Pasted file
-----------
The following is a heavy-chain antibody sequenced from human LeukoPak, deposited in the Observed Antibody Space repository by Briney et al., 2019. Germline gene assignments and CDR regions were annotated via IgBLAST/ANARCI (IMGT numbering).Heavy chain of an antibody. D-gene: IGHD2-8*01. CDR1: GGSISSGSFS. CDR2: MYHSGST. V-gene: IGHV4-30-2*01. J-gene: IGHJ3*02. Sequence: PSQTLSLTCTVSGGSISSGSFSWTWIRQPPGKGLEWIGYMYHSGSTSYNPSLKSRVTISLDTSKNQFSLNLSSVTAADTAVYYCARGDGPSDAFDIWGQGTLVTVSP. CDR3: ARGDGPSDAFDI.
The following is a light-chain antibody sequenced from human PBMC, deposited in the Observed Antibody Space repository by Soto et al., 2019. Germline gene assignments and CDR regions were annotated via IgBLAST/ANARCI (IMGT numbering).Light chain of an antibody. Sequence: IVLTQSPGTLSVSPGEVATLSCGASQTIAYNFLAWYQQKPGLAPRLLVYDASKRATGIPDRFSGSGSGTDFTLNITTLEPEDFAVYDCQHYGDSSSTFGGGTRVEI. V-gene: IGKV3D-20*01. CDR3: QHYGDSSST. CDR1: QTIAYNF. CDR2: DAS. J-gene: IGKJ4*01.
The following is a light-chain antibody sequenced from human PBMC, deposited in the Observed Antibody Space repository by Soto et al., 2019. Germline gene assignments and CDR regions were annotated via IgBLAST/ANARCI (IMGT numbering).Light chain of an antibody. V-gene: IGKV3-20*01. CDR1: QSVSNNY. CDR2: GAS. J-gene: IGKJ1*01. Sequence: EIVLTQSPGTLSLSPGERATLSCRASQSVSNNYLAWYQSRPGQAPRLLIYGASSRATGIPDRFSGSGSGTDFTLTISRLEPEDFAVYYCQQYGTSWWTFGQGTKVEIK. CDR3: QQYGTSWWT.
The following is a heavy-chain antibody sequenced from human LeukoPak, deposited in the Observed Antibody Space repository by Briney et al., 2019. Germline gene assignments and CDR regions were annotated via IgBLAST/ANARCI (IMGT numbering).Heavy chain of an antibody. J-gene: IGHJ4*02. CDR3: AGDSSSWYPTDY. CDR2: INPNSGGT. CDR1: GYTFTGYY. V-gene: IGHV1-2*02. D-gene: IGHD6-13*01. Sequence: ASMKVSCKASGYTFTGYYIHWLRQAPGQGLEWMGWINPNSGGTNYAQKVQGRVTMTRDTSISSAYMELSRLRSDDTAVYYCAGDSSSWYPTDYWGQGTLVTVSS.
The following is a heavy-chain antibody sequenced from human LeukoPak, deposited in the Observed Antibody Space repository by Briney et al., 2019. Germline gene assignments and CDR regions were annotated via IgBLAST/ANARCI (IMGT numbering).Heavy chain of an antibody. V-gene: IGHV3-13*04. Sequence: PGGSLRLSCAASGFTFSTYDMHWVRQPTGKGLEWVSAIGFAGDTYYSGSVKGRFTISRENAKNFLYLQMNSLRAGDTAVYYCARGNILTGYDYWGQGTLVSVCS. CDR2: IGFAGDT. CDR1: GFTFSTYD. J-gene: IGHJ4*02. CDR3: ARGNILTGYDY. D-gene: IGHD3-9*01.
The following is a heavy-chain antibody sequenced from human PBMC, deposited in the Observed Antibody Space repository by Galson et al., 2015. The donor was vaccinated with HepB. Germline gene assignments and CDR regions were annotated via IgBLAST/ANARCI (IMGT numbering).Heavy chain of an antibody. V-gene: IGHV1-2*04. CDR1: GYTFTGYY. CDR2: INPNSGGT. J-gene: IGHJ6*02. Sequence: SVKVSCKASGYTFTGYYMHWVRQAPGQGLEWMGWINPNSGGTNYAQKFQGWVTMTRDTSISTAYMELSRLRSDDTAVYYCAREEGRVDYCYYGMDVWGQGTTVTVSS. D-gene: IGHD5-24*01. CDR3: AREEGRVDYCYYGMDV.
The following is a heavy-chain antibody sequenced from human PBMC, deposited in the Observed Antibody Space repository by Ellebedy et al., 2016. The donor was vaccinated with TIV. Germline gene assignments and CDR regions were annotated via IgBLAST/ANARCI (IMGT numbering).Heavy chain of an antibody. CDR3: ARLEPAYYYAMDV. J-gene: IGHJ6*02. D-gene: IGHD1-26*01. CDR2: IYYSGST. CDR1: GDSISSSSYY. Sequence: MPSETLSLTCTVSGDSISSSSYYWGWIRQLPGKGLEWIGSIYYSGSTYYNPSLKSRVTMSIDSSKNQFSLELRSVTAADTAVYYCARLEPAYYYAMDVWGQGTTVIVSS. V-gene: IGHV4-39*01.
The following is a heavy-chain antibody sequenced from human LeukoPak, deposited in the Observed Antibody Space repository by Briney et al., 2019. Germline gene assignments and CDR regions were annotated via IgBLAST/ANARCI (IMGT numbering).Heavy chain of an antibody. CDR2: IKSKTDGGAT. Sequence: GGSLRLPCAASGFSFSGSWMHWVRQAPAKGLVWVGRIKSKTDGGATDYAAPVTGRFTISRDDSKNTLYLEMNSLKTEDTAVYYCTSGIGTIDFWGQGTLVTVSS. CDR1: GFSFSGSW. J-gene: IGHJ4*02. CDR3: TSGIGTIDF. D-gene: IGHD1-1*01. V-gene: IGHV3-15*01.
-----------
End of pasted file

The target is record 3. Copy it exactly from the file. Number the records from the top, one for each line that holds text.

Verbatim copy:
The following is a light-chain antibody sequenced from human PBMC, deposited in the Observed Antibody Space repository by Soto et al., 2019. Germline gene assignments and CDR regions were annotated via IgBLAST/ANARCI (IMGT numbering).Light chain of an antibody. V-gene: IGKV3-20*01. CDR1: QSVSNNY. CDR2: GAS. J-gene: IGKJ1*01. Sequence: EIVLTQSPGTLSLSPGERATLSCRASQSVSNNYLAWYQSRPGQAPRLLIYGASSRATGIPDRFSGSGSGTDFTLTISRLEPEDFAVYYCQQYGTSWWTFGQGTKVEIK. CDR3: QQYGTSWWT.